Cyberbullying a major problem.
Cyberbullying a major problem.

Claims mum harassed on internet

POLICE are investigating allegations a Northern Rivers mother has been harassed, stalked and bullied on the social networking site, Facebook.

The accusations coincide with the release of a new a report into cyberbullying, which found that social networking sites were the most common online vehicle for bullying - ahead of chat rooms and email.

The woman, from just outside Lismore, has become so distressed by the experience, she is considering taking her children and leaving.

She told The Northern Star she was approached in December through Facebook by someone using a pseudonym.

They tried to ingratiate themselves with her by sharing information they knew would interest her.

When she became suspicious, it turned nasty.

The woman blocked the person as a friend on her Facebook profile, but they had already identified all the people listed as her friends on the site and began sending messages to them.

“They said: 'I'm closer than you think' and 'I'm watching you'.

“Quite serious stuff, like everybody hates me and I should kill myself.”

She formally reported the matter to police on Friday.

The experience has been upsetting for her and her young children, she said.

“Facebook is going to be a huge vehicle for bullying and stalking because of the anonymity they've got and they can do this bullying on a massive scale,” she said.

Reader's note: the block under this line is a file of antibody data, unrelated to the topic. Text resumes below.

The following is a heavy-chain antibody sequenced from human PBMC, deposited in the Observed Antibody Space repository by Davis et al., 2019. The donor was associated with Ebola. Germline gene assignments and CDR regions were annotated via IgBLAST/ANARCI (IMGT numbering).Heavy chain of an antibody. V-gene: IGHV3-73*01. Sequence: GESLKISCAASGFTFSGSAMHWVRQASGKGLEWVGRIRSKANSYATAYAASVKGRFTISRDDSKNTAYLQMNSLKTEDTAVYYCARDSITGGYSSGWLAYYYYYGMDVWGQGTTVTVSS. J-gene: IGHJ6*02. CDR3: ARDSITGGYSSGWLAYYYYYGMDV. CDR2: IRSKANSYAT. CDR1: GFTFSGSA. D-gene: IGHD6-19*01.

“It needs to be made fairly clear, as far as policing goes, that it's not appropriate behaviour,” she said.

If the perpetrator was positively identified, she said she may be able to take out an apprehended violence order (AVO) against them.

Richmond Crime Commander Inspector Steve Clarke said it was difficult for police to take action in bullying cases, online or otherwise, until the actions constituted criminal behaviour.

“Bullying itself is not an offence,” he said.

“It's something that we're aware of.

“A lot of the service providers would have some sort of system in place that would allow you to change your contact details,” he advised.

NSW Youth Minister Graham West yesterday released a report by the state Youth Advisory Council which found that cyberbullying could be more damaging than face-to-face bullying.

“The fact that the insults, comments or footage can be preserved either by the person who was bullied or others means that the target may read or view them repeatedly, re-inflicting harm with each reading or viewing,” the report said.

It also found that the anonymity of cyberspace may embolden young people to bully where they may not have otherwise.

It recommended the government educate young people about the issues and impacts, target existing services to deal with cyberbullying, and work with Internet service providers to create a central body for processing complaints.

“I don't know what drives bullies to do what they do, or how we can help defeat them but I do know one thing, we MUST do something to stop them and we MUST do it now!!”

“I've had all kinds of things - from text messages and abusive calls (which were private calls and so therefore could not be tracked) all the way to emails, comments, and other such basic bullying tactics … a friend from school … pretending to be me in several instances.”

“Over the course of three years one girl has fuelled the cyberbullying against me by writing defamatory blogs about my fiance and me … and by convincing her friends to send not only myself, but my other friend rude comments. There have been threats against me.”



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